In addition to Threshold, I had another “Hmmm” moment—an idea that I loved and wanted to create right away. We initially called this project Skeleton, but I can tell you now that the actual name is Eberron Confidential. I’m not going to say too much about it just yet, but I’ll tell you that it’s short, it’s fun, and it’s something both players and DMs can enjoy. It’s currently in editing, and I think it will be available as a PDF on the DM’s Guild by around November 10th. While this pushed Fool’s Gold, that work isn’t lost; I have two major DM’s Guild Eberron releases planned for 2021.

Of course, Eberron is only part of my professional life! I also create games with my company Twogether Studios. After long complications due to COVID-19, we finally have our games back in stock, including Illimat and my RPG Phoenix: Dawn Command. In addition, we’ve developed a collaborative storytelling game based on The Adventure Zone with the McElroy family, and we’ll be releasing it soon! You can get on the release mailing list here, or you can watch us play it with the McElroys and other friends on our Twitch channel!

If you have any questions about Threshold or The Adventure Zone: Bureau of Balance, post them below! As for Eberron Confidential, I’ll be sharing more details once it’s through editing!

Bureau of Balance: The Dark Lord

Art by Hari Connor

Twogether Studios is currently developing The Adventure Zone: Bureau of Balance — a collaborative storytelling card game set in the world of The Adventure Zone’s Balance Arc. In working with the McElroy Family and developing the basic ideas for Bureau of Balance, we agreed that we wanted the game to be accessible and engaging both to established fans of The Adventure Zone and to people who know nothing about it. The Adventure Zone broke down barriers to RPGs and ultimately is about a group of friends creating a funny fantasy adventure together, and that’s our goal with the game: you should be able to bring together any group of friends and create your own unique story in a little over an hour. An important part of this is expanding the world of Balance to allow for new missions – other relics, villains, and locations that your team of reclaimers must overcome.

Bureau of Balance doesn’t require a game master. Instead, you create your missions dynamically by selecting three decks of challenge cards: a Villain, a Relic, and a Location. These cards provide concrete mechanical details—the numbers you need to roll to defeat the monsters, the consequences of success or failure, and the prompts and rewards for storytelling. But these cards are broad ideas that leave enough room for you to make this your story. We wanted to share a closer look one of these mission decks: The Dark Lord. 

An early prototype game board

Bureau of Balance includes four villain decks. Each villain has to present a unique mechanical challenge, while also presenting a compelling foundation for adventure. The Dark Lord is a straightforward concept. We know there’s gerblins (“goblins” to those of you new to the Bureau) in the world; the Dark Lord is a malevolent tyrant with an army of gerblins and trolls, determined to use the power of the Relic to conquer the world. When you start off the game, players collectively need to answer a few questions about the Dark Lord. What is their name? What is their connection to the Relic? Consider two possible answers…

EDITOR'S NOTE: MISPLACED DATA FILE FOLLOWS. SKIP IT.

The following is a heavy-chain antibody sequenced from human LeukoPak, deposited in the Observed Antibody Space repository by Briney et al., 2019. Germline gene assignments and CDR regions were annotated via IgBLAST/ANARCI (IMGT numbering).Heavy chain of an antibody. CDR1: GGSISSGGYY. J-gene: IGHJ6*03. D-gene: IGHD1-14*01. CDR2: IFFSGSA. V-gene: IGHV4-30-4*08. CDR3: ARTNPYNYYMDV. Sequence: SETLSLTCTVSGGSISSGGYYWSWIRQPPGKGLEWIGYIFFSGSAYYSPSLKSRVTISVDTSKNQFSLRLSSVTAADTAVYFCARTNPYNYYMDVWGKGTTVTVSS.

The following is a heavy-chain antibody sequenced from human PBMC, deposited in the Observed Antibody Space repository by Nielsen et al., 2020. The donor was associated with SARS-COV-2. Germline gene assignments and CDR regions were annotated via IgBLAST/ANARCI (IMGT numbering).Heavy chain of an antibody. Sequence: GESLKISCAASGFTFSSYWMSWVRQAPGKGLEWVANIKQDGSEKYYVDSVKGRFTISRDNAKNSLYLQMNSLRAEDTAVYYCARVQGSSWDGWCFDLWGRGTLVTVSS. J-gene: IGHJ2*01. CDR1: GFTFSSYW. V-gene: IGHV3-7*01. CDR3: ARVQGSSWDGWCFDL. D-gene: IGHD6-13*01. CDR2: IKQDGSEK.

• The Dark Lord is the Endless Shadow, the ghost of the demigod who forged the Relic at the dawn of time. As long as the Relic remains, the Endless Shadow will return and seek to consume the world. You must destroy the Relic once and for all! 
  • The Dark Lord is Bob, your old roommate from Fantasy College. You always said he’d never amount to anything, and it looks like he’s out to prove you wrong. If he gets that Relic, he’s going to do something very irresponsible with it. 

These two concepts show the spectrum of what’s possible within the game. Do you want your tale to be deadly serious or lighthearted? Are the gerblin minions of the Dark Lord innocents corrupted by the Endless Shadow, or are they just the loser buddies of the Dark Lord Bob? 

When you face the Dark Lord, the challenges are primarily physical. Initially you’ll have to deal with gerblin spies and scouts, along with human toadies and wraiths. You could just fight your way through these hosts, but you could outwit the gerblins or even try to stir up a revolt amongst the minions. As you progress through the deck you’ll encounter more powerful challenges, and Griffin McElroy helped us come up with ideas: If there’s gerblins, there should be hob-gerblins; if there’s a Big Troll, there should also be an Even Bigger Troll. One of the unique aspects of the Dark Lord is the idea of reinforcement—that while the gerblin hordes of the Dark Lord aren’t particularly tough, they are endless; certain challenges can call back defeated gerblins to fight you once again. 

In developing the image of the Dark Lord, artist Hari Connor worked with the idea of an imposing, armored figure that still maintains a sense of mystery.  What lies beneath the Dark Lord’s armor? In the final image you can see tusks—is the Dark Lord some sort of uber-gerblin, or are these just decoration? We wanted the sense that the Dark Lord is commanding an army, and the flavor of The Adventure Zone is carried through by the slogans on the banners of the army (Career Opportunities! Join the Forces of Evil!). 

The Adventure Zone: Bureau of Balance is a collaborative storytelling card game for 2-5 people. A single session takes 60-90 minutes to play, and the dynamic design provides over a hundred hours of possible adventures. Preorder now through January 25th (ships August 2020).  Each preordered game includes an exclusive Reclaimer Rewards expansion. Find out more at :  theadventurezonegame.com! If you’d like to see it in action, check out this episode of AFK!